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Elliott Waves Theory Introduction

Elliott Waves theory is the result of one person, Ralph Elliott, that found that people's behavior, or human nature, is the cause for various patterns that appear in the underlying price of a security. In plain English, market psychology or crowd trading is best represented under the Elliott Waves theory.

The idea behind the theory is that market is traveling in sequences, or waves, or cycles, and these are all forming on different degrees. According to Elliott, these cycles are formed out of impulsive and corrective waves, as every impulsive move needs to be followed by a correction.

So far, everything looks simple and straightforward, but be careful as this is the danger behind Elliott Waves. While it is looking like a simple concept, is one of the most complex ones ever developed. To have an idea about this statement, imagine that an impulsive wave is a five-wave structure. In other words, if the market is advancing in a strong move, it should do that in five waves.

However, out of those five waves, two of them are corrective in nature. After the whole impulsive wave is completed, it should be corrected by a three-wave structure.

Therefore, a cycle is having three impulsive waves of a lower degree and minimum five corrective waves of different degrees! And this is just the beginning, as things will complicate even further we go into more details.

Basics of Elliott Waves

Any Elliott Waves analysis should start from a very simple question regarding the move intended to be analyzed. Is this an impulsive or a corrective wave?

This is the very basic differentiation Elliott made between different moves the market can make. Further, there are multiple types of impulsive and corrective waves, and every type offers an educated guess about the move that follows.

The power of Elliott Waves theory is just this: it allows to correctly identify future price action based on patterns that formed in the past. There is no other trading theory that allows for such a thing to be done, and now you understand why everyone is interested in understanding and trading with it.

Impulsive Waves

An impulsive wave is a five-wave structure and is always labeled with numbers. That is, 1-2-3-4-5.

Out of these five waves, the 1st, 3rd and the 5th ones are impulsive on their own, while the 2nd and the 4th ones are corrective. The whole five-wave structure needs to respect all the rules of an impulsive move as defined by Elliott, while the same thing is valid for each of the 1st, 3rd, and 5th waves.

So powerful is this statement, that if the 3rd wave, for example, is not an impulsive move on its own (of a lower degree, of course, as being part of a different cycle), then the whole 1-2-3-4-5 pattern is not impulsive. If it’s not impulsive, it can only be corrective, as there is no other possibility.

One of the very basic rules of an impulsive move is calling for the 3rd wave to never be the shortest out of the impulsive waves of a lower degree. In other words, if you compare the length of the 3rd wave in an impulsive move with the ones of the 1st and the 5th wave respectively, the 3rd wave should not be the shortest. Never!

Another one calls for at least one wave to stand out of the crowd, or to be longest when compared with the other impulsive waves in the five-wave structure. Most of the times the 3rd wave is, but on the Forex market, there is also possible to see the 1st wave and 5th wave extensions.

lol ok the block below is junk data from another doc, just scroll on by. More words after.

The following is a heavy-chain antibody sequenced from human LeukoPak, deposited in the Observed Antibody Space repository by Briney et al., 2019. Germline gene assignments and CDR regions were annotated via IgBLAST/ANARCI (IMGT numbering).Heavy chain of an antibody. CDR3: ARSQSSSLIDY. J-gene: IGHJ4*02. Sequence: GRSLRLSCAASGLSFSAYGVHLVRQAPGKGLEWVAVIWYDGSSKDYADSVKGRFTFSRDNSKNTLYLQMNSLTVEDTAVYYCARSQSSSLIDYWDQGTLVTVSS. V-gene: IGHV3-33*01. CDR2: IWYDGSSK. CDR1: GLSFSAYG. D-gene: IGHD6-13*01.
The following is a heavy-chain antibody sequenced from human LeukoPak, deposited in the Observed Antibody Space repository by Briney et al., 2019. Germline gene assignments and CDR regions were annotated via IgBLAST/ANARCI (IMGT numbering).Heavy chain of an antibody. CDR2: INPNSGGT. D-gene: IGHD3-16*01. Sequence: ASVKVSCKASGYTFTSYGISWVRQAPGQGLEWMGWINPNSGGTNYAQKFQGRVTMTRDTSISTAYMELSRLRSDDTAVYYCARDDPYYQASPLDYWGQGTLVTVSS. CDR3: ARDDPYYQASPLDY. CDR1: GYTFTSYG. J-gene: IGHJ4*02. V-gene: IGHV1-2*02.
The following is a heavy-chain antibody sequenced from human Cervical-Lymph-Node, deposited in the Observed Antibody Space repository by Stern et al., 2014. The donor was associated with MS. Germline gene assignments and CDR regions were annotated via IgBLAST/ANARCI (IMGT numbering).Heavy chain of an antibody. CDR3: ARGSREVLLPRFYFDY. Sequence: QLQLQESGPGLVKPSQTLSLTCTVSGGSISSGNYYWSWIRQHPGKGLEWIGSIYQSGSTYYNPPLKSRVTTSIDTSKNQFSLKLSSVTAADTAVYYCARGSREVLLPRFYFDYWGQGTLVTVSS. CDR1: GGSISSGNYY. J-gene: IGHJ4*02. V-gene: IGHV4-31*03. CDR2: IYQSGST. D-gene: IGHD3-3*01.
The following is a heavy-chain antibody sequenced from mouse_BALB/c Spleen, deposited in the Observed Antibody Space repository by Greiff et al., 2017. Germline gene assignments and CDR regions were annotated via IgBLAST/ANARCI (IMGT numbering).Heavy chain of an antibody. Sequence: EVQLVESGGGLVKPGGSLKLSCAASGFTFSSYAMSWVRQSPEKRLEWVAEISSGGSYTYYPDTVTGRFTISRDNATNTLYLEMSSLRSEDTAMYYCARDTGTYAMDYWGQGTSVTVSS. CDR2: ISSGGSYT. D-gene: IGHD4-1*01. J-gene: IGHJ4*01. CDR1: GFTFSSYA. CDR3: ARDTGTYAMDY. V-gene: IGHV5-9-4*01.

Elliott Wave corrective wave

The example above shows a so-called 3rd wave extension impulsive move (the 3rd wave is the longest, and this means it is the extended wave) as defined by Elliott. Keep in mind that out of these five waves, the 2nd and the 4th ones are corrective.

Corrective Waves

Corrections, or corrective waves, are either simple or complex one. Simple corrections are defined as being triangles, zigzags or flat patterns.

In an impulsive move, as stated above, corrective waves are the 2nd and the 4th waves. Again, simple or complex ones.

However, also the move that follows the whole impulsive wave is a corrective wave of the same degree like the impulsive wave is. And again, this correction, too, can be either simple or a complex one.

Elliott Wave corrective wave

As it can be seen on the chart above the corrective waves of a lower degree are illustrated as being part of the impulsive wave on the left side, while the corrective wave of the same degree like the previous impulsive wave follows on the right side. Both corrections, of the same degree or lower, can be either simple (a zigzag, flat or triangle) or complex (combinations of the three possibilities, having minimum an intervening x-wave).

Things can be further explained and structured in a logical way but this is not the purpose of this article. The idea behind it is to show the very basic structure of an Elliott wave cycle, what makes it and what are the things to consider.

Trading with Elliott Waves is subject to a top/down analysis, as this is the only way to keep an eye on different cycles for different degrees as defined by Elliott. It means that any count must start from the biggest timeframe possible (monthly or even bigger charts), and slowly but surely come down to a timeframe that allows a trade to be taken.

It is not recommended to count waves lower than the hourly timeframe as they will sub-divide in so many different sub-cycles of a lower degree that it becomes virtually impossible to be able to keep pace will all price changes. Therefore, four-hour and hourly timeframes are the maximum subdivisions recommended.

Keep in mind that these are the very basic things to know about trading with Elliott Waves theory. While it may seem like a lot to consider, the rewards trading with this theory is far greater than the effort put in forecasting future prices.

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